Let’s say you want to tame a harsh-sounding hi-hat picked up in the overhead mics by applying a high-frequency shelf to cut the highs. When the drummer switches from playing the hi-hat to the ride cymbal in the chorus, the ride cymbal will also sound dull and flat. By using a dynamic EQ, the high-frequency cut would only engage when the harsh hi-hat is playing and the EQ wouldn’t affect the track when the hi-hat is not playing, leaving the overheads sounding balanced throughout the entire song. Dynamic EQs can be especially helpful for mixing instruments with a lot of tonal variation, like drum kits, guitars, and vocals. They can also be helpful for subtle tone shaping on instrumental subgroups and mix buses. In specialized scenarios, dynamic EQs can carve out space between two competing instruments, such as a kick drum and bass guitar. Dynamic EQs are especially useful for smoothing out the occasional boomy or strident word in an otherwise great vocal performance.
Identifying whether an EQ has a passive design is often indicated by its name or mentioned in the manual. You do read manuals, don’t you? In any case, many great-sounding EQs are passive designs, most notably the Pultec equalizers. Passive EQs incorporate passive circuit elements, like inductors, to deliver tonal adjustments, resulting in colorations that are distinct from typical console-style equalizers. Passive EQs are renowned for their ability to produce musical bass and treble shaping and can be either parametric shapes or band-pass filters. Listen to how a passive EQ adds weight to the bottom of a bass, piano, vocal, or full mix. Then experiment with adding air to some acoustic sources. No other EQ produces the unique sound of a passive EQ!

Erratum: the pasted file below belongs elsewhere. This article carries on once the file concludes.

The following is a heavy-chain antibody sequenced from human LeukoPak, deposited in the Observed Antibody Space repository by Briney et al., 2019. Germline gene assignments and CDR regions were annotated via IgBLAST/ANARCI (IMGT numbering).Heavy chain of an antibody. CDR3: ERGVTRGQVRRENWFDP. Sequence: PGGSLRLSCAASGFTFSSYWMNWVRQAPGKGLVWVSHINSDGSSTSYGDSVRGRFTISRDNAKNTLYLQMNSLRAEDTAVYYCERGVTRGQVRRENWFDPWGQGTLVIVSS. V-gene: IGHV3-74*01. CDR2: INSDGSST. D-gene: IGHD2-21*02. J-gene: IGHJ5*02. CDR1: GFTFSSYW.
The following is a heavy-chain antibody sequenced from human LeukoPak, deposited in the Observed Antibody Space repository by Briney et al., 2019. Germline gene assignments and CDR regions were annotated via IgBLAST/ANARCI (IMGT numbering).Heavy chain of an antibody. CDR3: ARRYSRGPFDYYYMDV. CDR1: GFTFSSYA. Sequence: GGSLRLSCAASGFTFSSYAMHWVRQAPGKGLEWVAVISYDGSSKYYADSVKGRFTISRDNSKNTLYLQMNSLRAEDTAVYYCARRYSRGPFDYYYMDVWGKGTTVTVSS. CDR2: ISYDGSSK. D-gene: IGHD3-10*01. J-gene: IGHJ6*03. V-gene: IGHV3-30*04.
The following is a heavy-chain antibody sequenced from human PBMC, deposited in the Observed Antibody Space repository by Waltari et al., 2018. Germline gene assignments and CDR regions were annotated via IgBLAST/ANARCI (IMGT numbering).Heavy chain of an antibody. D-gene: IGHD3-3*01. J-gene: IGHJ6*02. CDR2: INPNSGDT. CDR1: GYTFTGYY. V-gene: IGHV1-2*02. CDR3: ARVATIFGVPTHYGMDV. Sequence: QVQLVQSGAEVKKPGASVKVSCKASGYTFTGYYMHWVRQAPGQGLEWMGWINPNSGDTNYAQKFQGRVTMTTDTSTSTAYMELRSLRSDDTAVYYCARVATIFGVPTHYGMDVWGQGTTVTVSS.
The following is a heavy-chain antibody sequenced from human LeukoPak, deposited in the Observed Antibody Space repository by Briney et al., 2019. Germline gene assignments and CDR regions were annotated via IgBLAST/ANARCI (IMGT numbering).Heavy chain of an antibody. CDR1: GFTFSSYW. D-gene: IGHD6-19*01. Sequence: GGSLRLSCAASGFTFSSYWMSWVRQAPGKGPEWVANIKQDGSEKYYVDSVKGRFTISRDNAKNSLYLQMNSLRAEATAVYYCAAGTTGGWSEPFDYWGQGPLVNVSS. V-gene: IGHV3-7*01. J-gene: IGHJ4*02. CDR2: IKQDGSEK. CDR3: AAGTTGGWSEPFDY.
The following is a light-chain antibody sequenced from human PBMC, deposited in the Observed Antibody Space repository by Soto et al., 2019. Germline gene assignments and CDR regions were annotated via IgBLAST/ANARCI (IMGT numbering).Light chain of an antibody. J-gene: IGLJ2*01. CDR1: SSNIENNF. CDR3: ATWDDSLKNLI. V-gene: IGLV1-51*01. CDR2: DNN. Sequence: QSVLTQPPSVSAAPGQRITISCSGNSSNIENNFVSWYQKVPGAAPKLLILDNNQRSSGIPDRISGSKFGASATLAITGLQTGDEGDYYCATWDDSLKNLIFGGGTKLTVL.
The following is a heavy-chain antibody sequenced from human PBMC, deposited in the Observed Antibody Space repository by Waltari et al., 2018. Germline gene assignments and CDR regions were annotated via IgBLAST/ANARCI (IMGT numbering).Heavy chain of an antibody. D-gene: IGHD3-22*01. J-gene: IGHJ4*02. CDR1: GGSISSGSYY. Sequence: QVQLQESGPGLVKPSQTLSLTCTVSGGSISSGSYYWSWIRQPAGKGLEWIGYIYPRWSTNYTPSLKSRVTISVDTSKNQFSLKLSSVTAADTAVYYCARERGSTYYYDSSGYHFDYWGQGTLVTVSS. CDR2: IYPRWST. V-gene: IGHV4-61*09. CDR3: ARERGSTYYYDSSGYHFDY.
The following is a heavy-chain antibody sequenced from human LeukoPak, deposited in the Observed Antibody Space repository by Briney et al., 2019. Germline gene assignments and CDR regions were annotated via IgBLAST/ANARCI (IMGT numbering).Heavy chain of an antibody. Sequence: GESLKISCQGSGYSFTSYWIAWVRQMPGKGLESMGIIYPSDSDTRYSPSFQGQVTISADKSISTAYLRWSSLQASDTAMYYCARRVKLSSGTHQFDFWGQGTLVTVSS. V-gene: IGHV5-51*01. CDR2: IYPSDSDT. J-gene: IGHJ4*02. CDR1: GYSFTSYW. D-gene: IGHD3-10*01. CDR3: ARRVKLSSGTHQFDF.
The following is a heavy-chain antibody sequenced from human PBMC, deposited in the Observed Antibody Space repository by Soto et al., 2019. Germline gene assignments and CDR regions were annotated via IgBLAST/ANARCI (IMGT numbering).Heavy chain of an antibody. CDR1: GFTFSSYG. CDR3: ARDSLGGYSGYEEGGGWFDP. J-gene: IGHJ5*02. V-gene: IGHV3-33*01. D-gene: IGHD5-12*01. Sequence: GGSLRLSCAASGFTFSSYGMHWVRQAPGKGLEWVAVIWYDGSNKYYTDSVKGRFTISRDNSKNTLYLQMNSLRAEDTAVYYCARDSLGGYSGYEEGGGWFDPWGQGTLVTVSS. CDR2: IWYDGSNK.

Modern Approaches to EQ
Many manufacturers are going beyond simply emulating the classic equalizers and have begun to create processors that can only be realized in the digital world. Eventide has developed an equalizer, the SplitEQ, that separates the transient from the tonal part of a sound and allows you to equalize the transient and tone separately. Imagine being able to add brightness to the attack of a piano while maintaining a warm tone during the sustain and decay of the sound.
Some equalizers, like Izotope’s Neutron Equalizer, can analyze one instrument and apply a complimentary EQ to another. Imagine a plugin that can “listen” to a vocal track and equalize the acoustic guitar accompaniment to leave room for the singer. Other EQs can match the overall tonal balance of one track or mix to a reference audio track or file. Imagine an EQ that can analyze a reference song and create an EQ curve for your mix that helps your mix approach the tonal energy of the reference. Check out EQs from Izotope, Fabfilter, and any other company that makes a “matching” equalizer.
Go Forth and Shape Some Sounds
There is an equalizer type tailored for virtually every tone-shaping task conceivable, so go ahead and experiment with different types of EQs on every sound you encounter. To master the best application of all your EQs, it may be best to employ one particular model on multiple instruments for several songs, then switch to another brand or type and use it on a few songs. Over time, you will intuitively reach for the best EQ for any given situation.
Continue reading about EQ shortcuts and automatic EQ or our article where we explain all types of EQ curves.